I practice babywearing for a variety of reasons. I love the convenience of being able to hold your child while still having your hands free to accomplish other tasks. Laundry, for example, is a chore I often perform with a little one strapped to my back. I love how babywearing helps ease the burden of schlepping a baby around town. If you ever got caught alone with a stroller on a NYC subway, you know just how much of a pain in the ass they can be. Most of all, I love the connection fostered between myself and my kids.
The NICU is a place of dualities. The noise of the nurses milling about, babies crying and the beeping of monitors is constant; yet, there is also a strange quietness that envelopes the room. The room is warm, even hot, to the point where nursing half naked is the only comfortable option; yet, the cold sterility of the highly medicalized environment is palpable in every pore of your body. While in the NICU, the heart is both filled with deep sadness for those babies that are struggling to survive and ready to burst with joy as it witnesses the resilience of these tiny humans. Continue reading →
My first pregnancy fell during the months of March through November, meaning the bulk of it took place during the spring and summer. My current pregnancy began in August, and, if all goes well, will result in another healthy baby some time in April. This has meant lots of time being pregnant during the fall and winter.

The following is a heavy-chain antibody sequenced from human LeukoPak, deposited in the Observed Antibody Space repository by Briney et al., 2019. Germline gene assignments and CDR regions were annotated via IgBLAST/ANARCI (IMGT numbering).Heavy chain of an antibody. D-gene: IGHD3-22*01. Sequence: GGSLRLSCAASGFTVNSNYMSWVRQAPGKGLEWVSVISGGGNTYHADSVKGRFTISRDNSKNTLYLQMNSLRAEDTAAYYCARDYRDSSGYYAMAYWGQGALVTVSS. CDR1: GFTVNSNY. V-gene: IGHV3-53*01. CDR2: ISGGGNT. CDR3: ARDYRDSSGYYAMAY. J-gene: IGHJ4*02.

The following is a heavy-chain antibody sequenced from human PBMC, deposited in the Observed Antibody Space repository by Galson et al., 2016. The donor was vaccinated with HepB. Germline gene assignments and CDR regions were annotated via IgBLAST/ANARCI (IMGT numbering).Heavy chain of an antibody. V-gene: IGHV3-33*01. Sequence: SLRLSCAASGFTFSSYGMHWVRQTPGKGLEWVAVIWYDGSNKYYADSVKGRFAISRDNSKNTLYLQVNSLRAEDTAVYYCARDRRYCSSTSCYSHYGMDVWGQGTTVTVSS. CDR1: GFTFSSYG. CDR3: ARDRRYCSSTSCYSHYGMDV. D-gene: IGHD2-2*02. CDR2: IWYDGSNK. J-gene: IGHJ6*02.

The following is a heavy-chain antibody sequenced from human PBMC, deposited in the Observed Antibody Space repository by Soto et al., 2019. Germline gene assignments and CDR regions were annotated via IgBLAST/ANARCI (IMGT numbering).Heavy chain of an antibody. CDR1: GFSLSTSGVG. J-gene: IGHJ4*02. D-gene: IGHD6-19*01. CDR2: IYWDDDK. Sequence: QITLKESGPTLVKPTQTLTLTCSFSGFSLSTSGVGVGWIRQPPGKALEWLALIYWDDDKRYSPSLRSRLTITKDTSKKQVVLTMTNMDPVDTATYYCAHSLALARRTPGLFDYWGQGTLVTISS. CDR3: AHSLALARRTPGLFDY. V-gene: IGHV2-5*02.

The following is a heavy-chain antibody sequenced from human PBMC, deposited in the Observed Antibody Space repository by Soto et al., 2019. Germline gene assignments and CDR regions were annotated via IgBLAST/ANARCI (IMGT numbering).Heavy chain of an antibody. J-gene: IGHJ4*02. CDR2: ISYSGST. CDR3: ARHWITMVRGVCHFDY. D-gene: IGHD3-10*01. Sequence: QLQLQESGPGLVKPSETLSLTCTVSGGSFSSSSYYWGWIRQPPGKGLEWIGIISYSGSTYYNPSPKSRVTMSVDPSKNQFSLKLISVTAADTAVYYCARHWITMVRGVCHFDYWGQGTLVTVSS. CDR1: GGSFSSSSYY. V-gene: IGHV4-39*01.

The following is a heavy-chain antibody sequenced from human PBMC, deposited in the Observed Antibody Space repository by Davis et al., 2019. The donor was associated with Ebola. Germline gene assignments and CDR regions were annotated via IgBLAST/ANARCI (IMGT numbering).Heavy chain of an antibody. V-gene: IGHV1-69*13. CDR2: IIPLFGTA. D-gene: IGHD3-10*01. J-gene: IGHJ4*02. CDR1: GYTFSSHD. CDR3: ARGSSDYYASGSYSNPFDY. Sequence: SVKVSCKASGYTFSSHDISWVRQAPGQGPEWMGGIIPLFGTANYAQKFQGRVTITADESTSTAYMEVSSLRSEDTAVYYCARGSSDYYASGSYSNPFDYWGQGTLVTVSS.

Having now endured pregnancy during every season, I thought I would compare spring/summer (warm season) and fall/winter (cold season) and determine when is the better time to be knocked up.
They sleep well at an early age, rarely cry, nurse well or tolerate any type of formula and are pleasant around everyone. These are just some of the ways to describe what many would consider “good” babies. Such other words as easy, calm or unfussy are often tossed around, but they all mean the same thing. They are used to talk about those perfect babies that make us question why our bundles of joy are not such a joy after all. Continue reading →
The American Academy of Pediatrics recommends nursing for at least one year, the World Health Organization bumps it up to two, but these are just numbers if you have no real life examples of women adhering to or even exceeding those guidelines. Continue reading →
I took the Lamaze classes, read “What to Expect” and knew every freaking fruit my developing fetus was becoming. But, apparently, I missed the memo on what new moms are supposed to do, and it is time to come clean. Continue reading →
When my son grabbed “What To Expect When You’re Expecting” off of the bookshelf the other day, I thought, is he trying to tell me something? I mean, he is nearly one year old, sleeping in his crib (albeit not quite through the night) and becoming more independent everyday. Continue reading →